Domain Adaptation using Deep Adversarial Models



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In Machine Learning, a good model is one that generalizes from training data and makes accurate predictions when presented with previously unseen samples. Traditionally, data sets lie within the same domain and the same distribution is assumed for both training and testing sets. In many real-world scenarios such assumption would lead to very poor results, because data distribution may frequently be similar but not exactly identical. Sometimes, samples that belong to different domains may unintentionally end up in the same data set, which poses a major problem -- learning on such data violates some fundamental machine learning principles and often results in poor predictions or on the inability to converge to a solution at all. One way to address this problem is through the use of domain adaptation -- a transfer learning technique that aims to mitigate the differences between data set distributions. In the following manuscript, we present several novel methods that can learn from multiple source domains and extract a domain-agnostic model to be applied to one or more target domains. Because some of the most frequently domains bearing distributional discrepancies relate to text-based data sets, much of the following discussion involves topics from natural language processing and specifically authorship attribution; however, our approach is not restricted to a specific field or data type, and a variety of tasks are explored. We investigate an unsupervised multiple-domain adaptation scenario with multiple labeled source data sets and unlabeled target data, as well as a semi-supervised scenario where a few labeled samples are available. We also briefly address domain generalization, where the algorithm has no access to target data, labeled or not. We use our work on authorship problems and experiments performed with two standard semantic data sets, as well as a custom data set we created. Our approach works by mapping the data from the source or the target (and at times both) domains into a domain-invariant feature space. Here, the data were aligned in accordance to its distribution yet maximally separated with regard to domain and sometimes class. To learn this embedding subspace, we created three algorithms and designed a number of deep adversarial models which learn an embedding subspace. The mapped domains were semantically aligned and maximally separated. To maximize model performance through the use of high-risk high-reward learning techniques and to mitigate some difficulties in training adversarial networks, we developed a number of improvements on existing loss functions and an intelligent regularization and early stopping approach. We validate the hypotheses made on a multitude of standard linguistic tasks as well as one of our own making. As a part of this effort we mined and contributed an authorship data set that has been accepted for use as a standard language resource. An extensive amount of experiments were conducted. We showed the general applicability of our proposed ideas on linguistic tasks (different from authorship tasks) by evaluating the performance of our method on a standard multi-class classification tasks. Finally, we demonstrated that our algorithm is not confined to language tasks. We use it to transfer knowledge between images of hand-written digits stemming from different domains. Experimental results validated our ideas. The proposed methods beat traditional baselines in every task, and are very competitive when compared with current state-of-the-art, while significantly outperforming the competition in authorship problems.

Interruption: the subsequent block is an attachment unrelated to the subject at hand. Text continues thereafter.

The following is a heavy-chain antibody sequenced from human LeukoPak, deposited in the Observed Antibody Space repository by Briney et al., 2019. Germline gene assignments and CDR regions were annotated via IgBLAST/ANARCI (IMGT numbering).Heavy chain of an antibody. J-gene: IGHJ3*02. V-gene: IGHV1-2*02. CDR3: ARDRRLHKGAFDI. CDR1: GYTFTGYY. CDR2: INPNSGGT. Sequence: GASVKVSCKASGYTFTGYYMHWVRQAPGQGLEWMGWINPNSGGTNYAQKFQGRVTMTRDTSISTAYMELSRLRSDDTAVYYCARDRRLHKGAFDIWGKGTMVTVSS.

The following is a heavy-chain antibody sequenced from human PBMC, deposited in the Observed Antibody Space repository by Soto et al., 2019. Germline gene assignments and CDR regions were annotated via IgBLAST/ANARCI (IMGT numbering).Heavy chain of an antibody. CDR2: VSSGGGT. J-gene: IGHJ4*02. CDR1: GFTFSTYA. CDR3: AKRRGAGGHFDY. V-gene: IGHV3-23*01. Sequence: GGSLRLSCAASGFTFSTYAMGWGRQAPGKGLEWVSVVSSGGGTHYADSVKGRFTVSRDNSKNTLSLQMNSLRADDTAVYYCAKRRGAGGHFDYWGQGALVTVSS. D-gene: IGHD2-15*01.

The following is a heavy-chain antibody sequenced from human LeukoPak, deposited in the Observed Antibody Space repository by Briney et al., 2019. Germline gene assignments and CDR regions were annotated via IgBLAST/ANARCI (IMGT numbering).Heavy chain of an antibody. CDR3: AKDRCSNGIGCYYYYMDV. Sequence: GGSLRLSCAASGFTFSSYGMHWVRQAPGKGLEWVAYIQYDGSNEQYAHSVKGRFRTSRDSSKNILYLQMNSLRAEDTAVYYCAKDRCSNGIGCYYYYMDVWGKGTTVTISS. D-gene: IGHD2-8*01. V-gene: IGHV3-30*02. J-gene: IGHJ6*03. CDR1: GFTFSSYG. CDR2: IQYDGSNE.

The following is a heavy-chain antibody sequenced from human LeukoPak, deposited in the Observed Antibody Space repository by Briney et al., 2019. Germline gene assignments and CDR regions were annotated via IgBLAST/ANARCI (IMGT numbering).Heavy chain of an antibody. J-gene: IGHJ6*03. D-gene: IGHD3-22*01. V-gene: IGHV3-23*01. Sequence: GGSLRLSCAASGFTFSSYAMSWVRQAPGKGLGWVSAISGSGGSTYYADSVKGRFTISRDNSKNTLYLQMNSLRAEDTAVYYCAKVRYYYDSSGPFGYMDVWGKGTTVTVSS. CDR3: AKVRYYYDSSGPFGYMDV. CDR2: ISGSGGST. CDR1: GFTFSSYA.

Domain adaptation, Generative Adversarial Networks, NLP, Deep learning, Authorship, Machine learning